While weather has long played a big part in local newscasts, it’s now taking over the networks’ evening news programs, a trend that’s causing some concern, reports David Bauder at the Associated Press. And there are big differences is how much time ABC, NBC and CBS spend on the weather.
“Over the past five years, the newscasts have essentially doubled the amount of time spent on weather and natural disaster stories,” Bauder reports. “The time has more than quadrupled since the early 1990s, said news consultant Andrew Tyndall, who monitors the content of the broadcasts.”
ABC is the leader in dedicating time to weather events, especially since “World News Tonight” tapped David Muir as its new anchor. In his first three months as anchor, ABC has dedicated 150 minutes to weather stories, compared with 106 minutes for NBC and 69 minutes for CBS.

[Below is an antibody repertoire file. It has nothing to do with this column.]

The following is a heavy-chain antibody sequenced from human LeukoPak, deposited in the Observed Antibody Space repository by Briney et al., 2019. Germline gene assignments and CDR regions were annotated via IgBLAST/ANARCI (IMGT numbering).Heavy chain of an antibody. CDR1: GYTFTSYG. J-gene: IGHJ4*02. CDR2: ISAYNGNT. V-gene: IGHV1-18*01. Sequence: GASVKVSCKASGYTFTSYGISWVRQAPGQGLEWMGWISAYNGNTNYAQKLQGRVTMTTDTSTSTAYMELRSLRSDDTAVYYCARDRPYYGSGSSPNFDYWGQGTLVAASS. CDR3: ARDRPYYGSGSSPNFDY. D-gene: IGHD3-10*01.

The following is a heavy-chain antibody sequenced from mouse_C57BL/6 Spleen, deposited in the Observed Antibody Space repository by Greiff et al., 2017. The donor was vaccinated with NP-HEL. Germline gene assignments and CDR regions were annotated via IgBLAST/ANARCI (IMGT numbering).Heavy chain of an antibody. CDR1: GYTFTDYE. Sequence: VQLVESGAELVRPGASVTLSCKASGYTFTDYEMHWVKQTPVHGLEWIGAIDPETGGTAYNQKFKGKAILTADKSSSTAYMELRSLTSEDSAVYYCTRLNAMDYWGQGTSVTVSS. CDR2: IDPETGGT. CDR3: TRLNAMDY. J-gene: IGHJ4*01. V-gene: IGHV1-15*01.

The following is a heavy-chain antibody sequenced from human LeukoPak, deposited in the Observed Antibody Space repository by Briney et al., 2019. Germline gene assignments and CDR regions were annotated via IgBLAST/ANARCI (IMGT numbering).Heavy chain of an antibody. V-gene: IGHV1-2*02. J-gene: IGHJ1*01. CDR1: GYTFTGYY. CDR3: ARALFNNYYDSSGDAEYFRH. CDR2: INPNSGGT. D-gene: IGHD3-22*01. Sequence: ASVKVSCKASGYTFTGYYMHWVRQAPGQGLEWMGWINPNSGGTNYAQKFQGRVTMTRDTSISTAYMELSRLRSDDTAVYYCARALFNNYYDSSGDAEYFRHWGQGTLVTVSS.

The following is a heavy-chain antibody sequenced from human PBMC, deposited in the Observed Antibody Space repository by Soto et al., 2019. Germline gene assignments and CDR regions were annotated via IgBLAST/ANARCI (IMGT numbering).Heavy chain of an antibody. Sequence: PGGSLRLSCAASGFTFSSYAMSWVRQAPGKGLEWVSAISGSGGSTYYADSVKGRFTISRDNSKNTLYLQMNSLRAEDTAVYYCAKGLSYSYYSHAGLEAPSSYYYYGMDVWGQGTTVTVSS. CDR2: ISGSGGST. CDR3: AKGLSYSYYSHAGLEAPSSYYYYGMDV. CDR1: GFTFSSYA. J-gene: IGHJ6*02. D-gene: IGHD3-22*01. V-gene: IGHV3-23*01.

“The weather is part of the national conversation and it is part of the news cycle,” Almin Karamehmedovic, executive producer of ABC’s “World News Tonight,” told the AP. ”Increasingly, we see it that way. I’m sure the weather is the same as it was 10 years ago, but we see much more of it.”
Video of dramatic weather events makes it appealing to producers, even if the events have limited news value, “NBC Nightly News” executive producer Patrick Burkey told the AP.
Bauder adds, “Others use a more blunt term: weather porn.”
News consultant Tyndall points out that the reports aren’t often accompanied by discussions about climate change, and can’t be explained by an increased frequency of bad weather.